There is a good array of fiction set in the legal world. But why are the stars always barristers and not solicitors?
Most people seem to have gone away or at least forgotten to turn off their automatic out of office messages. I have had several automated messages today saying: ‘Thank you for your email. I am out of the office now and will not be back until 2 July.’
If you are going away for the annual break I hope you have packed your indemnity proposal forms that have been piling up in your in tray and will have time to read the latest emails about Legal Aid Agency contracting. You may just have some room for some light holiday reading.
I have been reading John Grisham’s Sycamore Row, which is now available in paperback for about the cost of a legal aid letter. It is a story about a man who makes a homemade will and then immediately goes out and kills himself. Apparently in America homemade handwritten wills do not have to be witnessed – just to make life a bit more profitable for lawyers.
Surprisingly he leaves his money not to his ungrateful good-for-nothing children whom he hates, but to his good-looking, obliging housekeeper. This being America, the legal hero not only runs a small high street legal business but is a star court-performer, or trial lawyer as they call them in US (or barrister as we call them in the UK). The thriller is very entertaining and genuinely exciting. Contested probate is the next big thing in the legal world but it is unlikely ever to form the basis of a legal thriller in this country, although you never know.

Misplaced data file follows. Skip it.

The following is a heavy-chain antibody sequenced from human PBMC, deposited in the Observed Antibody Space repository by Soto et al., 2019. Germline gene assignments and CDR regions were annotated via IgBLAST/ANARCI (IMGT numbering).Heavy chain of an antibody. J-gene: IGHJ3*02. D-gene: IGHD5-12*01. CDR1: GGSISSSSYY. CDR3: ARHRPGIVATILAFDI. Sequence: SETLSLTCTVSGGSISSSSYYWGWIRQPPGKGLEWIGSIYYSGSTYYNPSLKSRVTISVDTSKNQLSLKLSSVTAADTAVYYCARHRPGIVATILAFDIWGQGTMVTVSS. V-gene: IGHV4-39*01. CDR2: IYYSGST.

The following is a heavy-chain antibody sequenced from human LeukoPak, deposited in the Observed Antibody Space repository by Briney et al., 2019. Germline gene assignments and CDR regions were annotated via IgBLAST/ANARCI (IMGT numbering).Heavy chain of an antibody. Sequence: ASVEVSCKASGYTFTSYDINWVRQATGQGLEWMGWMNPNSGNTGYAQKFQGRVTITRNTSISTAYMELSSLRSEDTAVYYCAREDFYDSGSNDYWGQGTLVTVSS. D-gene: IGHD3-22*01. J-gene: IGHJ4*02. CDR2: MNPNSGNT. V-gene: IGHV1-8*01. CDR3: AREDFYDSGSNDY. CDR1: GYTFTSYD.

If you want something light-hearted and more British try anything by John Mortimer, including of course the Rumpole series, or perhaps some Henry Cecil stories or A P Herbert’s Misleading Cases. But these are somewhat dated. And the problem with most legal fiction is the barrister is the star of the show not the solicitor. In real life, of course, all the hard work is done by our branch of the junior profession.
For something about solicitors there is the Forsyte Saga series or anything by Reginald Hine. Sometimes you come across his Confessions of An Uncommon Attorney.
Both are relics of a bygone age when lawyers were well paid and had time on their hands to write, and had managing clerks who did all the work and turned away undesirable prospective clients. Now we need obliging staff to throw undesirable prospective clients into the office.
Happy summer reading.
David Pickup is a partner at Aylesbury-based Pickup & Scott